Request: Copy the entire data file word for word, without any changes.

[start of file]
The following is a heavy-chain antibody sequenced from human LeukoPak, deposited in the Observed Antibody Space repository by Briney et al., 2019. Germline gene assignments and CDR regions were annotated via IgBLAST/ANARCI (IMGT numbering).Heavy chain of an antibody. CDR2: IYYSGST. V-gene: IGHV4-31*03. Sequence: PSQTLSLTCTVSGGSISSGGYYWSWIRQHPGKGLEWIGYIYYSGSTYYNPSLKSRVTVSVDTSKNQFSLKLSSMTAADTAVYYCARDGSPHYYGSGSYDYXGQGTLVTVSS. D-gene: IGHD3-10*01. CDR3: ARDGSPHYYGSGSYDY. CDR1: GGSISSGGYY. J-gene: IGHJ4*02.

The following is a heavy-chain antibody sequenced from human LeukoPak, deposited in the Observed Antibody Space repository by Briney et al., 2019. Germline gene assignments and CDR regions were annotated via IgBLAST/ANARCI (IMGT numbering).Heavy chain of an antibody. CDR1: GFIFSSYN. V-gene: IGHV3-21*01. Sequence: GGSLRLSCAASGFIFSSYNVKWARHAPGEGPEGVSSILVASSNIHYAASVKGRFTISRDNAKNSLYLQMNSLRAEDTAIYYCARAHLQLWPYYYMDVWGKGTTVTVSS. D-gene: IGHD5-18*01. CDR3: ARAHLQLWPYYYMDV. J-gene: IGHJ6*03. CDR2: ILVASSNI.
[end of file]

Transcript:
The following is a heavy-chain antibody sequenced from human LeukoPak, deposited in the Observed Antibody Space repository by Briney et al., 2019. Germline gene assignments and CDR regions were annotated via IgBLAST/ANARCI (IMGT numbering).Heavy chain of an antibody. CDR2: IYYSGST. V-gene: IGHV4-31*03. Sequence: PSQTLSLTCTVSGGSISSGGYYWSWIRQHPGKGLEWIGYIYYSGSTYYNPSLKSRVTVSVDTSKNQFSLKLSSMTAADTAVYYCARDGSPHYYGSGSYDYXGQGTLVTVSS. D-gene: IGHD3-10*01. CDR3: ARDGSPHYYGSGSYDY. CDR1: GGSISSGGYY. J-gene: IGHJ4*02.

The following is a heavy-chain antibody sequenced from human LeukoPak, deposited in the Observed Antibody Space repository by Briney et al., 2019. Germline gene assignments and CDR regions were annotated via IgBLAST/ANARCI (IMGT numbering).Heavy chain of an antibody. CDR1: GFIFSSYN. V-gene: IGHV3-21*01. Sequence: GGSLRLSCAASGFIFSSYNVKWARHAPGEGPEGVSSILVASSNIHYAASVKGRFTISRDNAKNSLYLQMNSLRAEDTAIYYCARAHLQLWPYYYMDVWGKGTTVTVSS. D-gene: IGHD5-18*01. CDR3: ARAHLQLWPYYYMDV. J-gene: IGHJ6*03. CDR2: ILVASSNI.